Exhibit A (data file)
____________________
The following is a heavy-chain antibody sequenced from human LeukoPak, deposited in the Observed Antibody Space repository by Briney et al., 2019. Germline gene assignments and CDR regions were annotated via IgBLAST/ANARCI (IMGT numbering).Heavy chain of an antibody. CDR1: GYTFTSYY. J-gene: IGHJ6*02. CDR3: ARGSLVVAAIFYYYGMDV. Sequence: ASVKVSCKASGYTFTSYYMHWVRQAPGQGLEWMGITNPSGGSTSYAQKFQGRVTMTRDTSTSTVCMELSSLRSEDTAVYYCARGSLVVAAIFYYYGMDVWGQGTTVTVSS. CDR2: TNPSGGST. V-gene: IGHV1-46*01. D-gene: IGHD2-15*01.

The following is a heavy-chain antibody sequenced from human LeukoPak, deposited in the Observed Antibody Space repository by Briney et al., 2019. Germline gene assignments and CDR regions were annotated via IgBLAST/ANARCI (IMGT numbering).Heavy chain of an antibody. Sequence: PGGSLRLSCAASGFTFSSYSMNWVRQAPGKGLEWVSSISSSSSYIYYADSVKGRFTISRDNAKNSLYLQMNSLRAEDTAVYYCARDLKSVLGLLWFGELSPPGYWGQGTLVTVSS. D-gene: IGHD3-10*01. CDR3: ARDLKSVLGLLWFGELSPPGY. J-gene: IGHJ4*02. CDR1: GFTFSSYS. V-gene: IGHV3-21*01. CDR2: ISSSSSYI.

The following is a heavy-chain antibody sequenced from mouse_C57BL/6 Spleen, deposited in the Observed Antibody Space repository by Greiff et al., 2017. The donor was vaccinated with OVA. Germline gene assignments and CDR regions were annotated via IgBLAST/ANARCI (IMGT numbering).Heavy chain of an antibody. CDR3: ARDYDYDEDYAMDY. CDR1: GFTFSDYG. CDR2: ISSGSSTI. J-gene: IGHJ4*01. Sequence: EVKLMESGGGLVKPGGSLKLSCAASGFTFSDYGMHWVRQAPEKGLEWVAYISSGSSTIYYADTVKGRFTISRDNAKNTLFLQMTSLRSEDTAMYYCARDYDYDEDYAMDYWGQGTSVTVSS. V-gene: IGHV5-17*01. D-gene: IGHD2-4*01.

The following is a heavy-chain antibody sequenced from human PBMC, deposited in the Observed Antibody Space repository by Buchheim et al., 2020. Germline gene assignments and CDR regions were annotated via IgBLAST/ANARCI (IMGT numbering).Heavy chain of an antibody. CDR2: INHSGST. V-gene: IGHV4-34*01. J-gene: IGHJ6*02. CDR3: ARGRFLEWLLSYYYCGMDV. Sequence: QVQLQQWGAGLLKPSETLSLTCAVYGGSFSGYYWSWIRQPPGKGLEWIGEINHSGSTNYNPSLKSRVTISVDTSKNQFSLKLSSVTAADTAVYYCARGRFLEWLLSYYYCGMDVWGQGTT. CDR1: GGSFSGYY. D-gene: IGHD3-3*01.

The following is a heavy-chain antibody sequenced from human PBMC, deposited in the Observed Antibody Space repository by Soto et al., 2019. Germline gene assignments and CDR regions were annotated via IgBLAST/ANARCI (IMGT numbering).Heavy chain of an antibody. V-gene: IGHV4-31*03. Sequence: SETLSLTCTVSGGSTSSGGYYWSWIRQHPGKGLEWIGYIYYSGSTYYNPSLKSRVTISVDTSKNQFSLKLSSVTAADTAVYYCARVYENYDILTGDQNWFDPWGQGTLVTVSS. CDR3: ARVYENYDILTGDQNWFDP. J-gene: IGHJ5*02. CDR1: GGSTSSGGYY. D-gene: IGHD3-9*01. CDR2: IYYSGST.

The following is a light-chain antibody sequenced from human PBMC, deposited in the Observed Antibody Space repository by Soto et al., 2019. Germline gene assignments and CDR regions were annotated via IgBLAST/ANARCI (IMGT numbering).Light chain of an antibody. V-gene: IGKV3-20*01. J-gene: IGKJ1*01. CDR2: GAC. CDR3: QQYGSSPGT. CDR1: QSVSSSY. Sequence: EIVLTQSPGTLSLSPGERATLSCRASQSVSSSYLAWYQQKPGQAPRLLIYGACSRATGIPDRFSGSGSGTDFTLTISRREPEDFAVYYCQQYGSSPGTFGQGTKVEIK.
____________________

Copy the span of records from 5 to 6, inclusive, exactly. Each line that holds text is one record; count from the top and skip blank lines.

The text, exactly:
The following is a heavy-chain antibody sequenced from human PBMC, deposited in the Observed Antibody Space repository by Soto et al., 2019. Germline gene assignments and CDR regions were annotated via IgBLAST/ANARCI (IMGT numbering).Heavy chain of an antibody. V-gene: IGHV4-31*03. Sequence: SETLSLTCTVSGGSTSSGGYYWSWIRQHPGKGLEWIGYIYYSGSTYYNPSLKSRVTISVDTSKNQFSLKLSSVTAADTAVYYCARVYENYDILTGDQNWFDPWGQGTLVTVSS. CDR3: ARVYENYDILTGDQNWFDP. J-gene: IGHJ5*02. CDR1: GGSTSSGGYY. D-gene: IGHD3-9*01. CDR2: IYYSGST.

The following is a light-chain antibody sequenced from human PBMC, deposited in the Observed Antibody Space repository by Soto et al., 2019. Germline gene assignments and CDR regions were annotated via IgBLAST/ANARCI (IMGT numbering).Light chain of an antibody. V-gene: IGKV3-20*01. J-gene: IGKJ1*01. CDR2: GAC. CDR3: QQYGSSPGT. CDR1: QSVSSSY. Sequence: EIVLTQSPGTLSLSPGERATLSCRASQSVSSSYLAWYQQKPGQAPRLLIYGACSRATGIPDRFSGSGSGTDFTLTISRREPEDFAVYYCQQYGSSPGTFGQGTKVEIK.